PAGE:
Commentary

Native's Impact: Measuring Brand Clarity And Messaging

There are two distinct reasons why native advertising has become such a revolutionary advertising format. First, the abysmal performance of banners has been magnified by the escalating use of RTB, providing advertisers with complete control over how much and when they spend. Second, the growth of mobile has led to a compelling need for a more effective advertising method.

Aside from its ability to drive direct performance, native also offers an exciting canvas for brands to tell engaging stories that can finally deliver branding in a digital context. This is an incredible prospect for brands, but comes with a need for much more thought.

The success of a display campaign is relatively easy to understand: Was there sufficient ROI tied to it?  Native ads that deliver on existing KPIs can be judged on the same basis. However, native advertising presents a truly cognizable way for branding dollars to work effectively. To actually yield branding impact, native advertising campaigns must deliver on two key metrics: brand clarity and brand messaging.

Brand clarity is the degree to which a consumer associates the message with the brand. Simply put, how prominent is the branding? If the brand clarity is particularly subtle, one might be tempted to believe that it will result in a user aligning the content more with the editorial voice of a publication than with the brand itself. Without mincing words, this is an unacceptable and deceptive practice. But also, this undermines the goal of branding in the first place. If a consumer doesn’t leave with a clear understanding of the sponsor, then the branding impact of the campaign failed.

Brand messaging is the degree to which a brand’s content furthers branding objectives. For example an automotive manufacturer writing an article about toasters is ineffective, unless company is debuting in-dashboard toasters as part of its new models. 

The unfortunate reality is that a significant percent of native advertising content is sourced through crowd-sourced content farms, with articles only tangentially -- if at all -- relating to and articulating the brand’s objectives. This may actually have negative branding impact if the article’s quality reflects poorly on the advertiser.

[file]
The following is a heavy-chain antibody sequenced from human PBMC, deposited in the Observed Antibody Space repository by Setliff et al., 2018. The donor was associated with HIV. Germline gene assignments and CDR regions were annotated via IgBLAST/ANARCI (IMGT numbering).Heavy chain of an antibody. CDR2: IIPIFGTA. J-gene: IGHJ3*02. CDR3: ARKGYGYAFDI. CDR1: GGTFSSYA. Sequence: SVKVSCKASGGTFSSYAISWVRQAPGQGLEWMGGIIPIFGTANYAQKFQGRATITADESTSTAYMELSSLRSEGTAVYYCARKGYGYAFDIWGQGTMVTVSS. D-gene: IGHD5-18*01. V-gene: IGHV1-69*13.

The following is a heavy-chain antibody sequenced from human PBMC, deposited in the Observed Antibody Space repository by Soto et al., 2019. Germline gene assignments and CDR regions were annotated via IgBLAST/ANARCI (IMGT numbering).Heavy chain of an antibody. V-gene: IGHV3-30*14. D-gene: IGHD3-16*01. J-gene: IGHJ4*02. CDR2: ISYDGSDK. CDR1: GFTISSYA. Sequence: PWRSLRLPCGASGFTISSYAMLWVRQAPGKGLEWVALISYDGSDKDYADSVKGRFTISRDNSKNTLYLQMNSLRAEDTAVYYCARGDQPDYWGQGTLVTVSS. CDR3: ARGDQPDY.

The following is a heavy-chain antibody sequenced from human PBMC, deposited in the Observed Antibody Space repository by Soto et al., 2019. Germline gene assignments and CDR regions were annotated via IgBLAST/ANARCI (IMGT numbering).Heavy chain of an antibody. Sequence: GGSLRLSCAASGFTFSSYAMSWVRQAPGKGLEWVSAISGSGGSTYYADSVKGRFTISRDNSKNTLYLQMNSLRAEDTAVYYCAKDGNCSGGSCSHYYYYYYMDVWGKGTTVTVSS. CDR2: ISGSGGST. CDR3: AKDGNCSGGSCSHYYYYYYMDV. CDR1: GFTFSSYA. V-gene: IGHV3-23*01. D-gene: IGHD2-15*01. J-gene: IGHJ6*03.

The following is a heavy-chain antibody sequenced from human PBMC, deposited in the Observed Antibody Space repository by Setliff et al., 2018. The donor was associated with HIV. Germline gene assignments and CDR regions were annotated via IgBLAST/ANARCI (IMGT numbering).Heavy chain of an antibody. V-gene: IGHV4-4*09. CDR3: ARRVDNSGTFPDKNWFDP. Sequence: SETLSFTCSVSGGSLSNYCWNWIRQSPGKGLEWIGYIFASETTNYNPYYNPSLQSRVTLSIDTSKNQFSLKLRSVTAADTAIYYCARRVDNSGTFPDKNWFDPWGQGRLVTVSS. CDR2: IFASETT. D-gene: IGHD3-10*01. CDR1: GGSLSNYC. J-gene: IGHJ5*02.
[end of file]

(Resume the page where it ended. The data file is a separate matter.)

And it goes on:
Highly effective brand messaging without brand clarity is like an arbitrary piece of editorial content. Simply having content that was sponsored doesn’t deliver value if the consumer doesn’t leave understanding the brand that sponsored it, creating an instant association with the brand. 

The inverse -- effective brand clarity without effective brand messaging -- is effectively the same as buying a contextually targeted banner ad. It’s simply a brand logo near content, but it does not leverage the power of native advertising to present compelling on-message content.

It is impossible to quantitatively measure brand clarity or brand messaging. But for marketers, two things must be clear: Is there a high-quality article with a compelling message for the brand, and is there brand clarity everywhere the article is shown? In other words, would you actually read the article and come away with some positive notion about the brand, and would actually know it was written by the brand?

These seemingly obvious questions have been ignored by the industry.  By focusing on these metrics, all stakeholders benefit: Consumers see better content, publishers have clear branding, and advertisers effectively convey their messaging.

2 comments about "Native's Impact: Measuring Brand Clarity And Messaging".
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  1. Walter Sabo from SABO media, March 12, 2015 at 11:06 a.m.

    This is the usual shenanigans. We solved these problems in 2007 with HITVIEWS.

  2. Kevin Horne from Lairig Marketing, March 12, 2015 at 3:31 p.m.

    Wouldn't "brand clarity" and "brand messaging" apply to banner ads? All advertising? ... I did learn something from this, though = "cognizable" is indeed a word,,,

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